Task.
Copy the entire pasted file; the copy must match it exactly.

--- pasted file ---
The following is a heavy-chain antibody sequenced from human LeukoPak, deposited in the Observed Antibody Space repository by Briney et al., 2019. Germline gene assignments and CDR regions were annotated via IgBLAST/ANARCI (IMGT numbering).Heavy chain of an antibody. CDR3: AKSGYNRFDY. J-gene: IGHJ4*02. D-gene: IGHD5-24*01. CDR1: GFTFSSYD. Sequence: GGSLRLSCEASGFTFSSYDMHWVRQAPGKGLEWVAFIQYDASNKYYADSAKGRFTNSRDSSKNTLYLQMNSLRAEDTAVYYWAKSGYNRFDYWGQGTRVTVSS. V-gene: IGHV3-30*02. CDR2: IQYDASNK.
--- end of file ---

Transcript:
The following is a heavy-chain antibody sequenced from human LeukoPak, deposited in the Observed Antibody Space repository by Briney et al., 2019. Germline gene assignments and CDR regions were annotated via IgBLAST/ANARCI (IMGT numbering).Heavy chain of an antibody. CDR3: AKSGYNRFDY. J-gene: IGHJ4*02. D-gene: IGHD5-24*01. CDR1: GFTFSSYD. Sequence: GGSLRLSCEASGFTFSSYDMHWVRQAPGKGLEWVAFIQYDASNKYYADSAKGRFTNSRDSSKNTLYLQMNSLRAEDTAVYYWAKSGYNRFDYWGQGTRVTVSS. V-gene: IGHV3-30*02. CDR2: IQYDASNK.